There are no other dolmens like this one anywhere on the Black Sea coast of the Caucasus, and it happens to be near Lazarevskoe, in the Volkonskoe Gorge. This solid-rock dolmen of incredible proportions dwarfs similar edifices found elsewhere in the Caucasus. The many dolmens found in these parts – slab-like, cruciform, shaped like wells, or monolithic – have always perplexed researchers, and continue to perplex them to this day. Scholars seem unable to decide whether these dolmens were crypts or places of worship. All the more mysterious and fascinating is this four-meter giant near Sochi, which is as big as a modestly-sized human dwelling, carved out in a sandstone rock. There is a kind of a landing in this massive boulder at the height of four meters, which is in front of a round aperture leading inside – into a small, horseshoe-shaped room with a spherical ceiling. There are a few more holes at the very top of the dolmen. A path leads from the dolmen into a beautiful gorge. A creek flows amid the low hilly banks at the bottom. At one point two huge rocks converge over it, as if in an attempt to obstruct its flow. This twin rock has a name: Two Brothers. It is utterly unclear where these rocks came from.

Sergei Bobylev/ТАSS

The foremost landmark in the Lazarevskoe Culture and Recreation Park is the tallest Ferris wheel in Russia. It was engineered by Vladimir Gnezdilov, the same renowned engineer who created the 73-metre Ferris wheel for Moscow’s 850th anniversary in 1995. The Sochi Ferris wheel takes you 80 metres up in a closed or open seat. You enjoy a breathtaking view of the Caucasus Mountains, the meandering seaboard, the city down below, and the limitless expanse of the sea. Perhaps the best time to take a ride is at sunset, when the sky slowly reddens as it receives the last rays of the drowning sun.

Founded in 1975, the park was planted with all kinds of exotic trees that provide ample shade in the summer heat. Amusements in the park are concentrated within the “ride city,” which is closer to the sea. There are also a few cafés and outdoor stages, where Russian pop acts perform and all kinds of festivals happen in summer.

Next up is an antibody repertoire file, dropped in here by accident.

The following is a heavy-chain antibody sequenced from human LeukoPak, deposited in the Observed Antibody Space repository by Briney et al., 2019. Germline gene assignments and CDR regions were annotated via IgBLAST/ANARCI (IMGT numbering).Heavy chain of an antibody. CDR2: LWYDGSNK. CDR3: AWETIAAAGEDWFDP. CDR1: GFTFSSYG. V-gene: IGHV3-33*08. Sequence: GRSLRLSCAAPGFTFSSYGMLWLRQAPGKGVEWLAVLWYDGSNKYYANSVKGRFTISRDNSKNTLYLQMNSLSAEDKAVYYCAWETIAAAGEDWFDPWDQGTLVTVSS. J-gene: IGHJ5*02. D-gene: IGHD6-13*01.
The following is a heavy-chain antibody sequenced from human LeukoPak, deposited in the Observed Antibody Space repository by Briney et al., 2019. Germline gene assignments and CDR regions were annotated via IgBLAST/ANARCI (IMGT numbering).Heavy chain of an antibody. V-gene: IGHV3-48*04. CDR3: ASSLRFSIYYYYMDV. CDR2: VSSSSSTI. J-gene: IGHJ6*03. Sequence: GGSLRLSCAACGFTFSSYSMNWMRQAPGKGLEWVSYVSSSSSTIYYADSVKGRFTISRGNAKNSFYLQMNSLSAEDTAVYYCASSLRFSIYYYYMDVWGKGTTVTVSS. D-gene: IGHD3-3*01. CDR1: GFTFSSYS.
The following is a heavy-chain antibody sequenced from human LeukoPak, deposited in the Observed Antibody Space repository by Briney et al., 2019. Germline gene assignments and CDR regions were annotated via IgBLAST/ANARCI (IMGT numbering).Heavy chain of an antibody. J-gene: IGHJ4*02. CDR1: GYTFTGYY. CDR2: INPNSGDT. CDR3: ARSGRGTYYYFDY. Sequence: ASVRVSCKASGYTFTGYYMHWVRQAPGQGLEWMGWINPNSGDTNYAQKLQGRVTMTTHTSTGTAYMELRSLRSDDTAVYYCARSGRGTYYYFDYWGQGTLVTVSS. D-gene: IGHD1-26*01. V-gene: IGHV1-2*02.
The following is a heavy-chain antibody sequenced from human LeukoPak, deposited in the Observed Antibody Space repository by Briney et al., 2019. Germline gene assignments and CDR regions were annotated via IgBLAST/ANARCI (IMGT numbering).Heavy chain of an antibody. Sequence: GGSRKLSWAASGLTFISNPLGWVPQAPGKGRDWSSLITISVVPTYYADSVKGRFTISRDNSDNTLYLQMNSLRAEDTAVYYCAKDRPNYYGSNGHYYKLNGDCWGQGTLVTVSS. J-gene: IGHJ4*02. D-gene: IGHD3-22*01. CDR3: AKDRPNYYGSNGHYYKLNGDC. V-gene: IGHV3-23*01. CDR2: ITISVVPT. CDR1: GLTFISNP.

Artur Lebedev/ТАSS

This part of the Sochi National Park in the valley of the River Kuapse, squeezed, as it were, between two mountain ranges – Asheisky and Bezymyanny – is overgrown with oaks, chestnuts, beeches and ferns.

The gorge is named after Old Man Mahmed, the hero of local lore. Like Ivan Susanin of Russia, Mahmed, hired as a local guide by enemy soldiers, led them into the neck of woods where they died, and thus saved his village.

The entrance to the gorge is impeded by a heap of rocks from a rock-fall, beyond which the prepared trail begins. If you follow it, you will pass a little grotto and enter a narrow rocky corridor. The river, which toiled to carve itself a passage to the sea, built a veritable arch here. Three metres up, the walls of the gorge converge. Beyond the tunnel the gorge expands abruptly. This is what the locals call the White Hall, due to all the chalk-stone washed up on the bank at the river-bend. The water falling down one of the walls of the “Hall” from a height of more than 10 metres is called Mahmed’s Beard. Another waterfall nearby has formed a semblance of a basin, which they call Mahmed’s Bathtub. Still farther down the gorge you will discover a cascade of three bathing bowls, which the locals call the bowls of health, beauty and love. At this point the trail climbs up, bringing the traveller back to the walnut glade.